The low-FODMAP diet has become incredibly popular these days, as more people become aware that they don’t have to continue to suffer with their digestive health issues. Many turn to FODMAPs as the possible culprit of their digestive woes and use the diet protocol as a way to try and improve their gut health.
First and foremost, I want to remind you that the low FODMAP diet is intended to be a temporary dietary change, not a permanent one. It’s a learning diet, not a lifelong diet. Its purpose is to suss out if there are particular foods that are causing digestive distress so that they can be eliminated from the diet. Second, I always recommend talking to your doctor before beginning any serious dietary protocol, including low FODMAP. This is to ensure you’re still getting the proper nutrition for your body while on the diet.
Tips for Getting Started
Do Your Homework
Don’t just jump into a low-FODMAP diet without taking the time to read about it and gather useful resources like recipes and FODMAP-friendly food products. Monash University makes a great mobile app you can use to check whether a particular food is low in FODMAPs. It also includes the university’s low FODMAP diet guide and more than 80 low FODMAP recipes, so it’s an excellent overall resource for anyone planning a low FODMAP diet protocol.
The low FODMAP diet is rigorous and complicated. Choose the date for your protocol carefully – avoid things like big holidays (such as Thanksgiving and Christmas), as well as personal important dates like vacations, weddings, etc. These are all times when you don’t want to be working your way through a strict diet protocol.
Find a few go-to recipes that are a) simple and easy to make (even better if they can be made ahead of time and reheated/eaten later), and b) foods that you know you enjoy. These recipes will be lifesavers for you once you begin the diet.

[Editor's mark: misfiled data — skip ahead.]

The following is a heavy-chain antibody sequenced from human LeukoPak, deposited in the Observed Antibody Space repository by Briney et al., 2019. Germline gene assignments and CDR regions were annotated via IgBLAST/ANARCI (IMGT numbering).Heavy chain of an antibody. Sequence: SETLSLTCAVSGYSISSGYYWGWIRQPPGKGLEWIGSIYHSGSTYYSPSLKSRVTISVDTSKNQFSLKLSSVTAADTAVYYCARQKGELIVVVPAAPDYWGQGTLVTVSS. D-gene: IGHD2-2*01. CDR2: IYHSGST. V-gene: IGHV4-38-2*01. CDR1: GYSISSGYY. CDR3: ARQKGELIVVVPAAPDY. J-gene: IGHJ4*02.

Tips for the Elimination Phase
The elimination phase is the first phase. The goal is to eliminate all FODMAPS from the diet. In general, it’s recommended to stay in this phase only until your digestive symptoms improve; the typical time is two to six weeks. If after six weeks you’ve seen no improvement, then it’s vital that you stop the protocol and see your doctor about your symptoms.
Watch your processed/packaged foods
This is where FODMAPs like to hide. You’ll need to read all ingredient and nutrition labels carefully – and if you’re in doubt, avoid the product entirely. A Little Bit Yummy has a nice guide to reading food labels that can help you understand food product labels. You’re better off doing your own cooking during the elimination period as much as possible so that you know exactly what you’re eating.
Eliminate alcohol and caffeine
While neither of these are high in FODMAPS, they are known gut irritants. Thus, they should be eliminated and tested during the challenge/reintroduction phase just as though they were FODMAPS.
Tips for the Challenge / Reintroduction Phase
The second phase is the testing phase. The goal is to test each FODMAP type separately, gradually increasing the serving size, to see whether symptoms return. It’s important to stay on the low-FODMAP diet throughout this phase.
Test one FODMAP type at a time.
It’s important to only test one FODMAP at a time as you go through this testing phase. Otherwise, you won’t be 100% certain which FODMAP is causing the symptoms if they return. Start with a very small serving size, and then work your way up from there to what would be a normal serving size for you of that particular FODMAP.
Track your symptoms.
For each FODMAP you test, make sure you are tracking the following: the date you began testing it, the time you ate, how much you ate, and whether or not there were symptoms. If you did have symptoms, be sure and note what they were, and when they appeared.
Wait at least 24 hours before increasing the serving size or 48 hours before testing a new FODMAP type.
It’s important to not test again too quickly. Give your body 24 hours before you increase the serving size of a FODMAP you’re testing – and wait a full 48 hours to test a new FODMAP type. During that 48 hours, you should stop testing the prior FODMAP type. This gives your body time to get that FODMAP out of your system before you begin testing a new one. Again, you want to make sure that there is only one FODMAP type in your body at one time so that you’ll know exactly which FODMAP/s are causing your symptoms.
I hope these tips help those who are about to begin a low-FODMAP protocol. Remember, once you’ve done the test, you should return to a normal diet, eliminating only those FODMAPs that you determined during testing were the cause of your symptoms.